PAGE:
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Arm wound
Arm wound

Arm wound

It is easy to suffer superficial skin injuries when climbing, such as grazes, cuts or lacerations. 

Step 1: Assess bleeding

The best way to handle a cut or laceration depends on how heavily it is bleeding. If the wound is bleeding heavily, the situation is life-threatening and a regular dressing will not be adequate. A pressure dressing is required.

Wounds with less bleeding, on the other hand, are not life-threatening and can be attended to with less urgency.

Step 2: Apply compress

It is important to protect yourself when attending to the wounds of others. Always wear disposable gloves! If the wound is dirty, clean the surface with a compress. Then cover it with a second sterile compress and bandage.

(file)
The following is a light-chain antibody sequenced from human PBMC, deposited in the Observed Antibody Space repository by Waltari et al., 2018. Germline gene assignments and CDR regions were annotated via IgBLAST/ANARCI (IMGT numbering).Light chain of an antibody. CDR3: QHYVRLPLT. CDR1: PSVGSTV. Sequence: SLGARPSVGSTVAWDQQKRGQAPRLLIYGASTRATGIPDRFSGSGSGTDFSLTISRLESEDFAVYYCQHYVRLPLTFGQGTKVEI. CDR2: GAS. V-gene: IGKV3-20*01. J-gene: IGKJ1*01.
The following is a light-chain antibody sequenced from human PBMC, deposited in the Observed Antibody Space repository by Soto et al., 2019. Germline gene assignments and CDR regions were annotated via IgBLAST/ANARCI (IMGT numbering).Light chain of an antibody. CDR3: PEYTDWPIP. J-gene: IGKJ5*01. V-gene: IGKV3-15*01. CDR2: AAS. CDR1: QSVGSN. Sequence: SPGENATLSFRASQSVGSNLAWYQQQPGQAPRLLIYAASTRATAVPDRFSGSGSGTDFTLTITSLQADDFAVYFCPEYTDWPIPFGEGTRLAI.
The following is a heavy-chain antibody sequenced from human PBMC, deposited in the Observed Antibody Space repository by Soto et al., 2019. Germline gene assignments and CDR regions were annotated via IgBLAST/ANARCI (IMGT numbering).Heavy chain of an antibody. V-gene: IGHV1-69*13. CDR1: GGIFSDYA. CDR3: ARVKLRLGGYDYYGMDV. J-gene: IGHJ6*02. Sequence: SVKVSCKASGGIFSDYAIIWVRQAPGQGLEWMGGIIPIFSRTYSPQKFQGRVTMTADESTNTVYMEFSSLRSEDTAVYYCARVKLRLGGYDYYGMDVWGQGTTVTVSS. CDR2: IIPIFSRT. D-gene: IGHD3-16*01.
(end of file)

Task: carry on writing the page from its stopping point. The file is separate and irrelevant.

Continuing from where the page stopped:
As a first responder you should never attempt to remove or wash out any foreign bodies from the wound of an injured person; this includes grit or small stones. You must not put any ointment, tinctures, antiseptic, sprays or powder on the wound. If blisters develop, the first responder is not authorized to puncture them.

If you are unsure as to whether a wound requires stitches, err on the side of caution and assume it does. The advice of a doctor should be sought within five hours. After this time the edges of the wound begin to heal, making stitching no longer possible.

Step 3: Apply steri-strips

Steri-Strips: Many climbers carry wound closure strips to deal with cuts and lacerations quickly. These are NOT ordinary adhesive strips, they are designed to close wounds. Only doctors are authorized to close wounds. If you use Steri-Strips while out on a trip, you should seek the advice of a doctor within five hours. The doctor will rinse and clean the wound and close it correctly. This will also help to prevent painful infection or even potential blood poisoning, which can be life-threatening if not identified.